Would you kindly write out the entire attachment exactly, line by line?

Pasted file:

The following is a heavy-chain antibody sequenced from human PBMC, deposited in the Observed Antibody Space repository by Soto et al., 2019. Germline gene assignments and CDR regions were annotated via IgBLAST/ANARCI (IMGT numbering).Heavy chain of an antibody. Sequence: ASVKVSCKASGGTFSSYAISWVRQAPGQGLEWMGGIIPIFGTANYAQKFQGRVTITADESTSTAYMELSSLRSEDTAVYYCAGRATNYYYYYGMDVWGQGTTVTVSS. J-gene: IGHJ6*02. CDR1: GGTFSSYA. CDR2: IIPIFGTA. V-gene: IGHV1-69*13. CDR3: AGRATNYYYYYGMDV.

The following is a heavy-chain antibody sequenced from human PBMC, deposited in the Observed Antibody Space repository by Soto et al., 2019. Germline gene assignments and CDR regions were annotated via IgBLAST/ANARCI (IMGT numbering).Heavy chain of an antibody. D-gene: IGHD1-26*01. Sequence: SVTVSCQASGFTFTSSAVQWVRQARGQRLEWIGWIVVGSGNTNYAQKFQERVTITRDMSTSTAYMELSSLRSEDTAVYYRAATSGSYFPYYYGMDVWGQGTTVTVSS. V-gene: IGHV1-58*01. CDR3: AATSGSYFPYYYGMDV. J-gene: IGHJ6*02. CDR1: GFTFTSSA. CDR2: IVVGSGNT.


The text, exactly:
The following is a heavy-chain antibody sequenced from human PBMC, deposited in the Observed Antibody Space repository by Soto et al., 2019. Germline gene assignments and CDR regions were annotated via IgBLAST/ANARCI (IMGT numbering).Heavy chain of an antibody. Sequence: ASVKVSCKASGGTFSSYAISWVRQAPGQGLEWMGGIIPIFGTANYAQKFQGRVTITADESTSTAYMELSSLRSEDTAVYYCAGRATNYYYYYGMDVWGQGTTVTVSS. J-gene: IGHJ6*02. CDR1: GGTFSSYA. CDR2: IIPIFGTA. V-gene: IGHV1-69*13. CDR3: AGRATNYYYYYGMDV.

The following is a heavy-chain antibody sequenced from human PBMC, deposited in the Observed Antibody Space repository by Soto et al., 2019. Germline gene assignments and CDR regions were annotated via IgBLAST/ANARCI (IMGT numbering).Heavy chain of an antibody. D-gene: IGHD1-26*01. Sequence: SVTVSCQASGFTFTSSAVQWVRQARGQRLEWIGWIVVGSGNTNYAQKFQERVTITRDMSTSTAYMELSSLRSEDTAVYYRAATSGSYFPYYYGMDVWGQGTTVTVSS. V-gene: IGHV1-58*01. CDR3: AATSGSYFPYYYGMDV. J-gene: IGHJ6*02. CDR1: GFTFTSSA. CDR2: IVVGSGNT.